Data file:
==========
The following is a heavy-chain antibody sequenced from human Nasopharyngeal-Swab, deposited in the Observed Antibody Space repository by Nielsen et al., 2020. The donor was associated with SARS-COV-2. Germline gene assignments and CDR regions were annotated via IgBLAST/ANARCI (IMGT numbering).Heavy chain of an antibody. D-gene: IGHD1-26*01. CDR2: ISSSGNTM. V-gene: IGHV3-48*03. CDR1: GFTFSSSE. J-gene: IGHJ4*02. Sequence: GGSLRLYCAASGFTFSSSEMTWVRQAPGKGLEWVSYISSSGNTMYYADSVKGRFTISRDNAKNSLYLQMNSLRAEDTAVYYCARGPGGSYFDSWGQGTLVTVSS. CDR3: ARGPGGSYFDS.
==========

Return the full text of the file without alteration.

The following is a heavy-chain antibody sequenced from human Nasopharyngeal-Swab, deposited in the Observed Antibody Space repository by Nielsen et al., 2020. The donor was associated with SARS-COV-2. Germline gene assignments and CDR regions were annotated via IgBLAST/ANARCI (IMGT numbering).Heavy chain of an antibody. D-gene: IGHD1-26*01. CDR2: ISSSGNTM. V-gene: IGHV3-48*03. CDR1: GFTFSSSE. J-gene: IGHJ4*02. Sequence: GGSLRLYCAASGFTFSSSEMTWVRQAPGKGLEWVSYISSSGNTMYYADSVKGRFTISRDNAKNSLYLQMNSLRAEDTAVYYCARGPGGSYFDSWGQGTLVTVSS. CDR3: ARGPGGSYFDS.